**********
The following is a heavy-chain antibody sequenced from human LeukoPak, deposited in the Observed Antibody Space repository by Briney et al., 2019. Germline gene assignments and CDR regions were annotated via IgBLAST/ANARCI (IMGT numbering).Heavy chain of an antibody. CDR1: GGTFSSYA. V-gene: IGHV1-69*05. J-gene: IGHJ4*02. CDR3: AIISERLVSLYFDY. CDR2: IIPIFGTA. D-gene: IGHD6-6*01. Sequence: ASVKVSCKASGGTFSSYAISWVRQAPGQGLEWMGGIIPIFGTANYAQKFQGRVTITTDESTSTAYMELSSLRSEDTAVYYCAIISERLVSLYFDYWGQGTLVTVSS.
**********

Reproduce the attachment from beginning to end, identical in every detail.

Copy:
The following is a heavy-chain antibody sequenced from human LeukoPak, deposited in the Observed Antibody Space repository by Briney et al., 2019. Germline gene assignments and CDR regions were annotated via IgBLAST/ANARCI (IMGT numbering).Heavy chain of an antibody. CDR1: GGTFSSYA. V-gene: IGHV1-69*05. J-gene: IGHJ4*02. CDR3: AIISERLVSLYFDY. CDR2: IIPIFGTA. D-gene: IGHD6-6*01. Sequence: ASVKVSCKASGGTFSSYAISWVRQAPGQGLEWMGGIIPIFGTANYAQKFQGRVTITTDESTSTAYMELSSLRSEDTAVYYCAIISERLVSLYFDYWGQGTLVTVSS.